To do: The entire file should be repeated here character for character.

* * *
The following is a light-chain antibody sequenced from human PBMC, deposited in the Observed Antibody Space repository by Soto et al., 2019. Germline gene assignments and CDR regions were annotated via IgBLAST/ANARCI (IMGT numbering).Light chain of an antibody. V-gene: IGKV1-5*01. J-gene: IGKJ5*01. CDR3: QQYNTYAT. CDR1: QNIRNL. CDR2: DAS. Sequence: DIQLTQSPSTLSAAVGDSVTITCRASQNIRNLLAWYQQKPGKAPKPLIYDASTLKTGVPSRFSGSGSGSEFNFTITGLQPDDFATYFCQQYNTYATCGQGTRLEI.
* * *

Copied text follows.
The following is a light-chain antibody sequenced from human PBMC, deposited in the Observed Antibody Space repository by Soto et al., 2019. Germline gene assignments and CDR regions were annotated via IgBLAST/ANARCI (IMGT numbering).Light chain of an antibody. V-gene: IGKV1-5*01. J-gene: IGKJ5*01. CDR3: QQYNTYAT. CDR1: QNIRNL. CDR2: DAS. Sequence: DIQLTQSPSTLSAAVGDSVTITCRASQNIRNLLAWYQQKPGKAPKPLIYDASTLKTGVPSRFSGSGSGSEFNFTITGLQPDDFATYFCQQYNTYATCGQGTRLEI.